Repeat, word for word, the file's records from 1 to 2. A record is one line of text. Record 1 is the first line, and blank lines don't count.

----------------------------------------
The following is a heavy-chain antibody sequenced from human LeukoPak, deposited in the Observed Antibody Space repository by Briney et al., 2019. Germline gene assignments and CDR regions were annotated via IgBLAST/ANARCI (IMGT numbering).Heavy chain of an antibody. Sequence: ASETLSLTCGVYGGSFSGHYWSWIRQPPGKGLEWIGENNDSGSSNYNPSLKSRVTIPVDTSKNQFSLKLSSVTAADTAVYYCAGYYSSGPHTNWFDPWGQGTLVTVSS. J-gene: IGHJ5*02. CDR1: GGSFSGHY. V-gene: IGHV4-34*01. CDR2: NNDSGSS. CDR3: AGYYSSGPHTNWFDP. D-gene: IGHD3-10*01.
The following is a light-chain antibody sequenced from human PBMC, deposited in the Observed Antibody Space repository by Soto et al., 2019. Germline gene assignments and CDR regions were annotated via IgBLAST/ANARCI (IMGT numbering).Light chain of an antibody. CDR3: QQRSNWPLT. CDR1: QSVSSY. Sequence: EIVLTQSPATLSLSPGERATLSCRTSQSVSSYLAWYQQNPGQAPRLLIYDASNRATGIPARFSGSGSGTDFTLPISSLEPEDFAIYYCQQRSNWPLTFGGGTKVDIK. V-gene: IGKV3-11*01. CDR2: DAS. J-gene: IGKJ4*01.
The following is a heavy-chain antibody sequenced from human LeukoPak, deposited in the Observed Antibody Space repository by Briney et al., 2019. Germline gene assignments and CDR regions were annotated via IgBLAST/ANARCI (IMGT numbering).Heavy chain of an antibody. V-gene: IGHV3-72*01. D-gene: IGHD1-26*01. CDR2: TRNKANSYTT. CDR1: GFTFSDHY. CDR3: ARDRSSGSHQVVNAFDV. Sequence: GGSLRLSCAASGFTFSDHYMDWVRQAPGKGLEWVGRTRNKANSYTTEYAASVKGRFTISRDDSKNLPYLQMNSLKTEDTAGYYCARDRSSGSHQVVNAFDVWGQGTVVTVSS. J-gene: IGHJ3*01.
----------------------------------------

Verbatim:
The following is a heavy-chain antibody sequenced from human LeukoPak, deposited in the Observed Antibody Space repository by Briney et al., 2019. Germline gene assignments and CDR regions were annotated via IgBLAST/ANARCI (IMGT numbering).Heavy chain of an antibody. Sequence: ASETLSLTCGVYGGSFSGHYWSWIRQPPGKGLEWIGENNDSGSSNYNPSLKSRVTIPVDTSKNQFSLKLSSVTAADTAVYYCAGYYSSGPHTNWFDPWGQGTLVTVSS. J-gene: IGHJ5*02. CDR1: GGSFSGHY. V-gene: IGHV4-34*01. CDR2: NNDSGSS. CDR3: AGYYSSGPHTNWFDP. D-gene: IGHD3-10*01.
The following is a light-chain antibody sequenced from human PBMC, deposited in the Observed Antibody Space repository by Soto et al., 2019. Germline gene assignments and CDR regions were annotated via IgBLAST/ANARCI (IMGT numbering).Light chain of an antibody. CDR3: QQRSNWPLT. CDR1: QSVSSY. Sequence: EIVLTQSPATLSLSPGERATLSCRTSQSVSSYLAWYQQNPGQAPRLLIYDASNRATGIPARFSGSGSGTDFTLPISSLEPEDFAIYYCQQRSNWPLTFGGGTKVDIK. V-gene: IGKV3-11*01. CDR2: DAS. J-gene: IGKJ4*01.